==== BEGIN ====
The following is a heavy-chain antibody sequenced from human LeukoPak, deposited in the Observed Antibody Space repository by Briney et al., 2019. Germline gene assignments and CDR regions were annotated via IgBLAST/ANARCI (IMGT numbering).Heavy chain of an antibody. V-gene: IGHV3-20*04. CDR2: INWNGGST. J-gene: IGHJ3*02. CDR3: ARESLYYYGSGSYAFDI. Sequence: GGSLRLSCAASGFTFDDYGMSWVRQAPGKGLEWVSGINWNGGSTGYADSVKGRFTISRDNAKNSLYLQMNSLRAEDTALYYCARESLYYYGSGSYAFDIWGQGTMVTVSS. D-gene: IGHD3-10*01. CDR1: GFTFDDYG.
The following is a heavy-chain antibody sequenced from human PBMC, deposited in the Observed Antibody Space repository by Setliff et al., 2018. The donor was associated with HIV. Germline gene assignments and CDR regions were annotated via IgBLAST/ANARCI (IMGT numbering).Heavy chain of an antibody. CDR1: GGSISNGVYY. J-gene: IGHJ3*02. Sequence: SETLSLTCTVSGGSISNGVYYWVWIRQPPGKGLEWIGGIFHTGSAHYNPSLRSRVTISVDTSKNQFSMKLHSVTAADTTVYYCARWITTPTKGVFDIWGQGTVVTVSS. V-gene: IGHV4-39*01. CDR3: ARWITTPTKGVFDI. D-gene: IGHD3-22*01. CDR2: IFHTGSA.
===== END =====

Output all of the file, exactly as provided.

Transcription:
The following is a heavy-chain antibody sequenced from human LeukoPak, deposited in the Observed Antibody Space repository by Briney et al., 2019. Germline gene assignments and CDR regions were annotated via IgBLAST/ANARCI (IMGT numbering).Heavy chain of an antibody. V-gene: IGHV3-20*04. CDR2: INWNGGST. J-gene: IGHJ3*02. CDR3: ARESLYYYGSGSYAFDI. Sequence: GGSLRLSCAASGFTFDDYGMSWVRQAPGKGLEWVSGINWNGGSTGYADSVKGRFTISRDNAKNSLYLQMNSLRAEDTALYYCARESLYYYGSGSYAFDIWGQGTMVTVSS. D-gene: IGHD3-10*01. CDR1: GFTFDDYG.
The following is a heavy-chain antibody sequenced from human PBMC, deposited in the Observed Antibody Space repository by Setliff et al., 2018. The donor was associated with HIV. Germline gene assignments and CDR regions were annotated via IgBLAST/ANARCI (IMGT numbering).Heavy chain of an antibody. CDR1: GGSISNGVYY. J-gene: IGHJ3*02. Sequence: SETLSLTCTVSGGSISNGVYYWVWIRQPPGKGLEWIGGIFHTGSAHYNPSLRSRVTISVDTSKNQFSMKLHSVTAADTTVYYCARWITTPTKGVFDIWGQGTVVTVSS. V-gene: IGHV4-39*01. CDR3: ARWITTPTKGVFDI. D-gene: IGHD3-22*01. CDR2: IFHTGSA.